To be fair: It's not clear how long we can continue these deficits as we hope for a more robust recovery. And looming in the not-too-distant future--about 2016, to pick a year--is the actual train wreck of entitlement programs for the elderly. However, neither party is addressing that, as the Congressional Budget Office warned September 17; the mindless across-the-board sequestration has hit discretionary domestic and military programs which represent a diminishing share of the budget. All the sound and fury that have accompanied the sequester may create the impression that something is being done, but it isn't, really.

In this blog I address issues of our common life. Therein lies an assumption that we have a common life. Economically, we may not. "Trickle-down economics" has always been a pejorative term, but the concept surely had some validity when the well-off spent most of their money in local economies. In today's economy, the rich scatter some of their money across the globe while they save the rest, leaving their immediate neighbors stuck in the mud. The premise of the 2008-10 stimulus as well as the various bailouts was that cutting taxes on the rich, and cutting the cost of borrowing, would stimulate consumer spending and business investment. All it has seemed to do was improve incomes and profits at the top. Trickling down no more.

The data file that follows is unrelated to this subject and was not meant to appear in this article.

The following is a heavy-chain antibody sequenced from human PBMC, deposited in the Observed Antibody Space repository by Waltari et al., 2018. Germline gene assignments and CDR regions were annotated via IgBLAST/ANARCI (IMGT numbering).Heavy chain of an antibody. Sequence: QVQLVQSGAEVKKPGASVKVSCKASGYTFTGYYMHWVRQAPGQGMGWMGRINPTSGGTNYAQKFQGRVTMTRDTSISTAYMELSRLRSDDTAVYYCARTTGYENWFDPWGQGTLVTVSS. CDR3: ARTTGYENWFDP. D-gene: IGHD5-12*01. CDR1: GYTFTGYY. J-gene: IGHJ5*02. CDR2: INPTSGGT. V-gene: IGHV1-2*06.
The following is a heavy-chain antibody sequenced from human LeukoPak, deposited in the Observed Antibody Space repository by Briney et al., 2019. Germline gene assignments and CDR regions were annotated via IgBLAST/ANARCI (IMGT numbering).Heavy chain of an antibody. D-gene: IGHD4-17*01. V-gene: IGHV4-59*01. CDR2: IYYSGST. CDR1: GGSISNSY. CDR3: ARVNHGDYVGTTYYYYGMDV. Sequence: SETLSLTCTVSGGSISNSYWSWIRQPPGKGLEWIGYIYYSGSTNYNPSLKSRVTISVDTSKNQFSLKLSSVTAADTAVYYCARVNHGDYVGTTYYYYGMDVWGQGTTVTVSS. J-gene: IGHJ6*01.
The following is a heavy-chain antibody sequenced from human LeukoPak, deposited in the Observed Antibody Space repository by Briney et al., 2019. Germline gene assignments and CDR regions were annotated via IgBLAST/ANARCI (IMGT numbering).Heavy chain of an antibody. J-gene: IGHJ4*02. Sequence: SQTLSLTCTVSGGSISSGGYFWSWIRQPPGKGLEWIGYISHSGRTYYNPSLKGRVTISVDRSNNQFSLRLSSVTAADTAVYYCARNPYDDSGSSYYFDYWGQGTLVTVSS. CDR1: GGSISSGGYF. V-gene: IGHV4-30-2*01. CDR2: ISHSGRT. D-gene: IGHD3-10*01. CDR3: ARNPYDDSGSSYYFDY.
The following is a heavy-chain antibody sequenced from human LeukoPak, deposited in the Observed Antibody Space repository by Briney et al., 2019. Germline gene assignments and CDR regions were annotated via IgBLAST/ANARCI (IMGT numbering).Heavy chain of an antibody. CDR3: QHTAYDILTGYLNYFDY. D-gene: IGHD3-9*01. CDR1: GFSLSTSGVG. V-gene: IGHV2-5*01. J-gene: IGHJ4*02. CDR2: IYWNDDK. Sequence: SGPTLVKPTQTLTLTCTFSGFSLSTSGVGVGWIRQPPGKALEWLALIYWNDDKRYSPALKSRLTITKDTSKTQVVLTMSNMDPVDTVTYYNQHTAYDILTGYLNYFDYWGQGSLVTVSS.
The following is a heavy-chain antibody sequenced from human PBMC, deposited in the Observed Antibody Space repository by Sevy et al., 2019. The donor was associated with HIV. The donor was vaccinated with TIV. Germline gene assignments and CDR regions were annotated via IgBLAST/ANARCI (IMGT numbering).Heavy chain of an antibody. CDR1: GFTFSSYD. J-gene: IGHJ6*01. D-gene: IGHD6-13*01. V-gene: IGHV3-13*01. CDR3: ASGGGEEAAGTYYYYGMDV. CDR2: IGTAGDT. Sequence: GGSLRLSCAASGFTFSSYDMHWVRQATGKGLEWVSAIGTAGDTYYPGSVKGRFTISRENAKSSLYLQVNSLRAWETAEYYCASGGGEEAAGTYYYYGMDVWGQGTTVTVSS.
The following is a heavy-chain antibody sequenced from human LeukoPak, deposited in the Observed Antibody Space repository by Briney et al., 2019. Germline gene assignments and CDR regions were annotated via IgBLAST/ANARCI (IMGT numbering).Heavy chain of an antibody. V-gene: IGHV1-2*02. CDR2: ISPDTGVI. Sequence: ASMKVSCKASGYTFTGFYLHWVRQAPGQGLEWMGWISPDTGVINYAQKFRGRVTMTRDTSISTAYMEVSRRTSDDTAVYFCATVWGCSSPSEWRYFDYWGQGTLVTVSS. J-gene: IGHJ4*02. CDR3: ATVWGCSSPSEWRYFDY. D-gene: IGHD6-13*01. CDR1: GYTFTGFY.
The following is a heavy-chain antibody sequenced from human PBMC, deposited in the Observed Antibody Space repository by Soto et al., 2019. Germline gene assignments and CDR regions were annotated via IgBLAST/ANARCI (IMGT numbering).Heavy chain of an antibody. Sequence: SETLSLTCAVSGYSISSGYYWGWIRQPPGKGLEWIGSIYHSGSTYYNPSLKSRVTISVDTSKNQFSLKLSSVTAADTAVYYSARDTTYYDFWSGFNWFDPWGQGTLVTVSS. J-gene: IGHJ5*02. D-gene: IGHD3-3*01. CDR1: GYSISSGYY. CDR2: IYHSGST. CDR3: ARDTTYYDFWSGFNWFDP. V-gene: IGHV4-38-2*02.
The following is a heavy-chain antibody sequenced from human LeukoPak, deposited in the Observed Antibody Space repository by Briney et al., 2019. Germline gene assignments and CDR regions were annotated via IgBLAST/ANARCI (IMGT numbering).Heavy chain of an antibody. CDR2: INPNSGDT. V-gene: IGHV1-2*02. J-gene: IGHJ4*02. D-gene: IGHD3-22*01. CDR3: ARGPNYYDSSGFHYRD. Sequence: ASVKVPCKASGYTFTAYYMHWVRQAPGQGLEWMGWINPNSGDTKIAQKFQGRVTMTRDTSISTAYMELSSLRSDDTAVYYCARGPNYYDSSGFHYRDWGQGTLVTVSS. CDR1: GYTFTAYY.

It shouldn't be controversial to argue that we cannot live together if the rich are flourishing while the middle class is running hard just to stay in the same place, and the poor are sinking ever more deeply into the soup. (The Thomas B. Edsall column cited below lists all the ways, from usurious payday lenders to the rising cost of basic necessities, that the poor pay dearly for being poor.) Unemployment and budget numbers are projected to improve marginally in coming years, but this is the economy we'll be living in unless we figure out economic opportunity. Sheldon H. Danziger of the Russell Sage Foundation has a couple suggestions, for starters: (1) an improved poverty measure that incorporates benefits from government anti-poverty policies like food stamps and the earned income tax credit, which would show the ongoing value of those programs; and (2) an increase in the minimum wage, which helped reduce poverty in the 1990s when "even low wages rose in step with productivity, and poverty fell more sharply than it had in a generation." That is one public policy, according to Danziger, "that can spread the gains generated by economic growth." He hopes for more such. So do I. A society such as we've got can't be sustained for much longer, and I'm unfit by nature for revolution.